Wynton Marsalis Biography, Life, Interesting Facts
Wynton Marsalis is an American musician and composer. He is known for his work as a jazz director and classic trumpeter.
Childhood and Early Life
Wynton Learson Marsalis was born on October 18, 1961, in New Orleans, Louisiana. He is from a family of musicians, including his father, Ellis. Ellis was a pianist and teacher.
Even his brothers Branford, Delfeayo, Mboya, and Jason all played instruments in the jazz genre. At the age of 8, Wynton Marsalis played in his church band, and at the age of 14, he performed with the New Orleans Philharmonic as well as other jazz bands and classical ensembles.
Wynton Marsalis attended Benjamin Franklin High School. After he graduated, he was accepted at the Tanglewood's Berkshire Music Center in Lenox, Massachusetts. He was the youngest musician to be accepted in this program. Later he attended the Julliard School in 1979.
The first professional band that Marsalis joined was with Art Blakey and the Jazz Messengers. While touring, he released his first self-titled jazz record in 1982. It was a period that he and his music rekindled an interest in jazz music.
That same year he won the Grammy for Best Classical Soloist with an Orchestra for Haydn, Hummel, and Leopold Mozart: Trumpet Concertos.
Wynton Marsalis founded the series Jazz at Lincoln Center in 1987. He is also a notable composer. In 1995 he started composing major works in the classical genre including “At the Octoroon Balls.” His 1997 work titled “Blood on the Fields” earned him the Pulitzer Prize for Music.
Not only is Marsalis a musician, but he is also an educator. He would present lectures and workshops on music while on tour. In 1995, he hosted his first educational television series on PBS titled Marsalis on Music.
Wynton Marsalis was also a regular contributor on the CBS This Morning program. His segment titled “An Essay for Martin Luther King, Jr.” was nominated for an Emmy for Outstanding Feature Story in a Regularly Scheduled Newscast.
He has written books for children and adults including titles such as Jazz ABZ which is a collection of poems about jazz performers and To a Young Musician: Letters from the Road.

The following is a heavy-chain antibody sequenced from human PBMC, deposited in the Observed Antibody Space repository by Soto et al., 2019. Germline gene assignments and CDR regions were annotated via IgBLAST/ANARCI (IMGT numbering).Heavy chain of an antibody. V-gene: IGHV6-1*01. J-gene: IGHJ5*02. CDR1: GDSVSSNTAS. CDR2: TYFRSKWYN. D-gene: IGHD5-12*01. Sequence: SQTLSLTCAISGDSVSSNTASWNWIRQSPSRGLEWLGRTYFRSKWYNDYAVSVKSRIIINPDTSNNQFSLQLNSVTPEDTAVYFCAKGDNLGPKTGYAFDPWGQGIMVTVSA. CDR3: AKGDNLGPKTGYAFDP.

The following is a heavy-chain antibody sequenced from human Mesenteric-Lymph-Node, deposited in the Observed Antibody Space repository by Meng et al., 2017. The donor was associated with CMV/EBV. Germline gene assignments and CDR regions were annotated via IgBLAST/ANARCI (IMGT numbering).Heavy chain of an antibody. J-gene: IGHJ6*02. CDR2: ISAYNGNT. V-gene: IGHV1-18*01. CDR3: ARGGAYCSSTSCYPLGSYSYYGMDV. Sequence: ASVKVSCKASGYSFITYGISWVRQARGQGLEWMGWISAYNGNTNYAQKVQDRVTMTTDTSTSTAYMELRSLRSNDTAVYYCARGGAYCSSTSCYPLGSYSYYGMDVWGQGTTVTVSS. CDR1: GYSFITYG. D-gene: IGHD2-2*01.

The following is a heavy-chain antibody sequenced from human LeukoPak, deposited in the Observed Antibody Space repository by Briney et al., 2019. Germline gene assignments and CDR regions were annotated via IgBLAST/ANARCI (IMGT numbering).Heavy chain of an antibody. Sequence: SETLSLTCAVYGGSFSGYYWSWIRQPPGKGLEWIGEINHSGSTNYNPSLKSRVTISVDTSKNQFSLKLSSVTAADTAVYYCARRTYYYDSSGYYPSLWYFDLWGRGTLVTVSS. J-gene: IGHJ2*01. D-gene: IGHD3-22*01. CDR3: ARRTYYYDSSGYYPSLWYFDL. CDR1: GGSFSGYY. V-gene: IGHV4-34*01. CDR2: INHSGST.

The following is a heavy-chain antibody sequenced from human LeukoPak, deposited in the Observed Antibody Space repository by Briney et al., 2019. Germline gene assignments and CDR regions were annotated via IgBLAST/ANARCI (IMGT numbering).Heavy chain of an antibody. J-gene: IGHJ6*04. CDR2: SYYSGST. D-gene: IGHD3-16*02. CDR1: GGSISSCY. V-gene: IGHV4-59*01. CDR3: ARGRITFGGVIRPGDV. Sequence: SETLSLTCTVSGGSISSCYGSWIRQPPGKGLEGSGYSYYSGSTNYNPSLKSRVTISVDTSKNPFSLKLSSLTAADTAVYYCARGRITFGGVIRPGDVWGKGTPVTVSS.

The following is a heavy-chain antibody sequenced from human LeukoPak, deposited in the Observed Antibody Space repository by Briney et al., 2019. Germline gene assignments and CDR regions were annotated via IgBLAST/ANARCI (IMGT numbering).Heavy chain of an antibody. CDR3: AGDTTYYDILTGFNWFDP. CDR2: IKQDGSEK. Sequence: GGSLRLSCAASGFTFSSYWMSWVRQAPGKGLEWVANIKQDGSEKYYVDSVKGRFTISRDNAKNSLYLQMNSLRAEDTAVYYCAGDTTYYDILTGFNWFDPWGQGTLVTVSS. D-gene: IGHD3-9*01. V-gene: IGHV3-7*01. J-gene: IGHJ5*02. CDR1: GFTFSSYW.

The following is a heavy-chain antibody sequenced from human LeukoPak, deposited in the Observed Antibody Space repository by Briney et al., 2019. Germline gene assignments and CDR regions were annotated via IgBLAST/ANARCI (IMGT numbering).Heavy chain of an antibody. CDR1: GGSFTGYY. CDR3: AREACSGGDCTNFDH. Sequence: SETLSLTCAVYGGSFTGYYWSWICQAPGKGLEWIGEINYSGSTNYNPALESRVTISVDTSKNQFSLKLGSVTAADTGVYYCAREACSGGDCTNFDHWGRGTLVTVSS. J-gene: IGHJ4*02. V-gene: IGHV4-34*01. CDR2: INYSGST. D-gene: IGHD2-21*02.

Wynton Marsalis is currently a professor at Cornell University and has been assigned to contribute to the intellectual and cultural lives of the students there between 2014 and 2021.
Personal Life and Legacy
Wynton Marsalis never married. However, he fathered four children. He had two sons with Candace Stanley, one son with Victoria Rowell,
After Hurricane Katrina hit New Orleans in 2005, Wynton Marsalis worked to raise funds as part of the reconstruction efforts. His Higher Ground Hurricane Relief Concert raised more than $3 million for musicians and cultural organizations.
He is also a human rights advocate, especially for the people of Burma. In 2001, Marsalis was named a United Nations Messenger of Peace. He devotes much time to organizations that enrich the lives of children, educational programs, and culture.
Awards and Achievements
Wynton Marsalis has been the recipient of numerous awards. He was the first musician to win a Grammy Award in both jazz and classical music categories in the same year.
In total, he has won nine Grammys and has been the only artist to win in five consecutive years. He was also the first jazz musician to win the Pulitzer Prize for Music in 1997 for his compositions titled “Blood on the Fields.” Overall Marsalis produced more than 80 records.
In 2005, he received The National Medal of Arts. However, he is recognized on an international level as well. The British Royal Academy of Music presented him with Honorary Membership, and France bestowed him with the Chevalier of the Legion of Honor.
Summary of Major Works
Haydn, Hummel, Leopold Mozart: Trumpet Concertos, (classical) 1982, Wynton Marsalis, (jazz) 1982, “Blood on the Fields,” 1997, U.N. Messenger of Peace, 2001
Franz Joseph Haydn
Adolf von Henselt
John Philip Sousa
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